The influential architect Le Corbusier compared them to ancient Greek temples. The writer and urbanist Jane Jacobs labeled them the “chief destroyer of American communities.” Cars, in all their glory and all their faults, have come to symbolize a cornucopia of contrasts.
This dichotomy, and the conflicted feelings colliding within, is portrayed in Automania, a new exhibition at the Museum of Modern Art in New York. The show is a push and pull of four-wheel paraphernalia that retraces our complicated love affair with the automobile. Paintings, ad campaigns, architectural sketches, sculptures, and nine antique cars come together to paint a portrait of the machine that embodies American freedom and design innovation, as much as it denotes traffic, fatalities, and environmental disasters.
At a time when the pandemic has led to a spike in private car use at the expense of public transport in the U.S.—and when traffic death rates in the country are the highest in a century—Automania takes a look at the history of cars and poses urgent questions about their future.
“Cars are accessible and ubiquitous industrial products that are key to understanding the modern world in which we live,” says the exhibition’s curator Juliet Kinchin, whose team largely drew from MoMA’s collection to create the show. There is a life-size, plexiglass dummy that designers used to envision how an average male body might fit in the car seats (his name was Oscar, and to this day, he has no accurately designed female counterpart, despite the fact that this omission leads to more women dying in car crashes).
There is Picasso’s Baboon and Young—a bronze sculpture for which the painter famously confiscated his son’s car toys to meld them onto the baboon’s head. And there is Andy Warhol’s monumental, 1963 screen print “Orange Car Crash Fourteen Times,” which was created in a year when there were over 40,000 road deaths in the U.S. (Today’s average hovers around 38,000 a year—for comparison, that’s the equivalent of 115 fully-loaded Boeing 787 Dreamliners crashing every year.)
Cars transformed the mobility of the nation, but Kinchin says “it took a while for their adverse impact on our cities and natural landscapes to be fully registered.” Over the years, she explains, the American obsession with the car resulted in “rocketing levels of traffic” and high-speed road networks. Per the Department of Transportation, over 60% of households owned a vehicle in the 1960s; that increased to about 90% in 2017, with the average American household owning at least two cars.
“The way we design policies encourages the need to own a vehicle,” explains Brianne Eby, a policy analyst at the Eno Center for Transportation and a behavioral science researcher, who says that emissions in suburban areas tend to be higher than in urban areas. “Sprawl is part of it. By definition, a sprawling approach to land use means you have to use cars to get everywhere.” LA’s notorious sprawl, for example, is illustrated in Edward Ruscha’s “Every Building on the Sunset Strip”–a 25-foot accordion foldout depicting every single yard of the 22-mile-long Sunset Boulevard in Hollywood (only a fraction of it is displayed in the exhibition).
Since the 1950s, the United States has spent nearly $10 trillion in public funds on highways and roads, many of which were designed to facilitate suburban commutes for white Americans at the expense of Black and brown communities. For the millions of Americans who live near these highways, noise and air pollution is a constant menace, but the environmental impacts of cars and motor vehicles are much more widespread.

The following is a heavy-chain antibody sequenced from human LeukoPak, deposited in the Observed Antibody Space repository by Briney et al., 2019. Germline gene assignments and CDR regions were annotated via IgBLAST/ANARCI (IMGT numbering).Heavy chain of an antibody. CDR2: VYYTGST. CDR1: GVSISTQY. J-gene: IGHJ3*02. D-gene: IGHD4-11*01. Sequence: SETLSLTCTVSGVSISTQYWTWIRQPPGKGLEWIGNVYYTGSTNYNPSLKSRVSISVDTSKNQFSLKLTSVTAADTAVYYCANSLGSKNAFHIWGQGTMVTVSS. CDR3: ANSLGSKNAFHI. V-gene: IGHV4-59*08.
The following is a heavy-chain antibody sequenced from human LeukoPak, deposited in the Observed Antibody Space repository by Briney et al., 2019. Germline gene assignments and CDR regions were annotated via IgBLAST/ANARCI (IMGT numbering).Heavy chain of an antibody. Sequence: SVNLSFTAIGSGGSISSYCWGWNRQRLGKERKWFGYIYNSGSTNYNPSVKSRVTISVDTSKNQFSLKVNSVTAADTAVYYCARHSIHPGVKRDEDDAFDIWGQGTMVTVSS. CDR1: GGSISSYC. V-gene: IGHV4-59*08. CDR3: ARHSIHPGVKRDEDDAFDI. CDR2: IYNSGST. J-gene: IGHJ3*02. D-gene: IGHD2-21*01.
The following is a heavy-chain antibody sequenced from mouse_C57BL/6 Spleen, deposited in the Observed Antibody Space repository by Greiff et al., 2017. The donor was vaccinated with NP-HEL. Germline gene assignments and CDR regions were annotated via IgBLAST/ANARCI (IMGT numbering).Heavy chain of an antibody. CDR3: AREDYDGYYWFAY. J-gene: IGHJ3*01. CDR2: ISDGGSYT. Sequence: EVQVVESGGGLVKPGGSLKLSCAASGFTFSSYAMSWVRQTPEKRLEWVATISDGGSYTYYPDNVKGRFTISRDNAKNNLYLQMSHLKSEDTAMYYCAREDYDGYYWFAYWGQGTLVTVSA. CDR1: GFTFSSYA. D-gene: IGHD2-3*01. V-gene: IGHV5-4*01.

Automania touches on this with several exhibits, including a scale model of American artist James Wines’ work of land art, “Ghost Parking Lot,” completed in 1978. By pouring concrete (a petroleum product) over a row of cars (which consume petroleum) in a parking lot in Hamden, Connecticut, Wines evoked the dominance of the car and the destructive power it wielded on the landscape.
In the United States, the transportation sector is the largest source of carbon dioxide emissions, most of which come from cars and trucks—something that hasn’t been lost on scientists at GM and Ford, who knew as early as the 1960s that car emissions caused climate change.
“We have reached a critical moment in our relationship to the automobile that makes this topic particularly important right now,” says Kinchin, citing growing concerns about the impact of a pandemic that has put the desire for personal mobility front of mind, as well as the environmental repercussions of “gas-guzzling cars.”
In January 2021, GM became the first major U.S. automaker to pledge to go all-electric by 2035—though the move toward electric vehicles isn’t explored in the exhibition. And while electric vehicles can dramatically reduce greenhouse gas emissions, the automobile industry remains plagued with challenges. As Eby points out, electric vehicles won’t help reduce fatalities, or curb urban sprawl, or even alleviate the toll of traffic on mental health (road rage sound familiar?).
Eby believes that cars have become so embedded in our identities that we have forgotten, or chosen to forget, their harmful side. “Because of these social and identity forces, we’re not conditioned to think of vehicles as 4,000-pound dangerous tools but rather, we see the freedom,” she says. “The irony of the pandemic is that people have turned to cars for health and safety, and that has long-term ramifications.”
Automania is well aware of that tension between good and bad. After all, its title takes after a 1963 British satire called “Automania 2000,” which portrayed the automobile as a transportation innovator, then envisioned a dystopian gridlock of cars piling up taller than Big Ben or the Empire State Building. Released at a time when Britain’s fledgling motorways were still sparsely populated, the film sounds like a warning bell. Fifty-eight years later, so does the exhibition.